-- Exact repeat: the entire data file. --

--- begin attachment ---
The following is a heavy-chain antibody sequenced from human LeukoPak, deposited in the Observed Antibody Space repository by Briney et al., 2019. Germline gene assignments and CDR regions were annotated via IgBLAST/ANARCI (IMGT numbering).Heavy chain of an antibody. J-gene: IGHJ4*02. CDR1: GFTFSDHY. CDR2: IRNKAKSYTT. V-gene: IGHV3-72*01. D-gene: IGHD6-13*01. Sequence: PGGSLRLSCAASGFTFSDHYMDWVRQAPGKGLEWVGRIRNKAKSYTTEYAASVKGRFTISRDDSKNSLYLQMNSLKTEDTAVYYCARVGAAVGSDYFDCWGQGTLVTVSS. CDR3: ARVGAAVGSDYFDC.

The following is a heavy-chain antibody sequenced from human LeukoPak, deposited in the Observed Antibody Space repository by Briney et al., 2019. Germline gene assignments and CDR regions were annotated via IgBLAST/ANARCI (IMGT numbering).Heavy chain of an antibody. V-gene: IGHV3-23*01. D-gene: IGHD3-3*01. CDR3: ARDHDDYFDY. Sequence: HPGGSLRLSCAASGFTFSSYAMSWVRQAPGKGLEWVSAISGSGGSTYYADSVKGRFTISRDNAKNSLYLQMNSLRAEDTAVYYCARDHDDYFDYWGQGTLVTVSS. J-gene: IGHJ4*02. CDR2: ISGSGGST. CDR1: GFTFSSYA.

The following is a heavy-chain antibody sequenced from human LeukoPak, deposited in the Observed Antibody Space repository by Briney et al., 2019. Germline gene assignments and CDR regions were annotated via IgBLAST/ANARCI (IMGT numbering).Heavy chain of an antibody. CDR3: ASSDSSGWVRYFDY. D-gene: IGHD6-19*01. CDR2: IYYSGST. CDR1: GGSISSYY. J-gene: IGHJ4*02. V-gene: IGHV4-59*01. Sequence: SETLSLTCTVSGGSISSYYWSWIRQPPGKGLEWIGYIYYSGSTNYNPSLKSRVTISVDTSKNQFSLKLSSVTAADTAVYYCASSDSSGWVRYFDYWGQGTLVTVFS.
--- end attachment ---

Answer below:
The following is a heavy-chain antibody sequenced from human LeukoPak, deposited in the Observed Antibody Space repository by Briney et al., 2019. Germline gene assignments and CDR regions were annotated via IgBLAST/ANARCI (IMGT numbering).Heavy chain of an antibody. J-gene: IGHJ4*02. CDR1: GFTFSDHY. CDR2: IRNKAKSYTT. V-gene: IGHV3-72*01. D-gene: IGHD6-13*01. Sequence: PGGSLRLSCAASGFTFSDHYMDWVRQAPGKGLEWVGRIRNKAKSYTTEYAASVKGRFTISRDDSKNSLYLQMNSLKTEDTAVYYCARVGAAVGSDYFDCWGQGTLVTVSS. CDR3: ARVGAAVGSDYFDC.

The following is a heavy-chain antibody sequenced from human LeukoPak, deposited in the Observed Antibody Space repository by Briney et al., 2019. Germline gene assignments and CDR regions were annotated via IgBLAST/ANARCI (IMGT numbering).Heavy chain of an antibody. V-gene: IGHV3-23*01. D-gene: IGHD3-3*01. CDR3: ARDHDDYFDY. Sequence: HPGGSLRLSCAASGFTFSSYAMSWVRQAPGKGLEWVSAISGSGGSTYYADSVKGRFTISRDNAKNSLYLQMNSLRAEDTAVYYCARDHDDYFDYWGQGTLVTVSS. J-gene: IGHJ4*02. CDR2: ISGSGGST. CDR1: GFTFSSYA.

The following is a heavy-chain antibody sequenced from human LeukoPak, deposited in the Observed Antibody Space repository by Briney et al., 2019. Germline gene assignments and CDR regions were annotated via IgBLAST/ANARCI (IMGT numbering).Heavy chain of an antibody. CDR3: ASSDSSGWVRYFDY. D-gene: IGHD6-19*01. CDR2: IYYSGST. CDR1: GGSISSYY. J-gene: IGHJ4*02. V-gene: IGHV4-59*01. Sequence: SETLSLTCTVSGGSISSYYWSWIRQPPGKGLEWIGYIYYSGSTNYNPSLKSRVTISVDTSKNQFSLKLSSVTAADTAVYYCASSDSSGWVRYFDYWGQGTLVTVFS.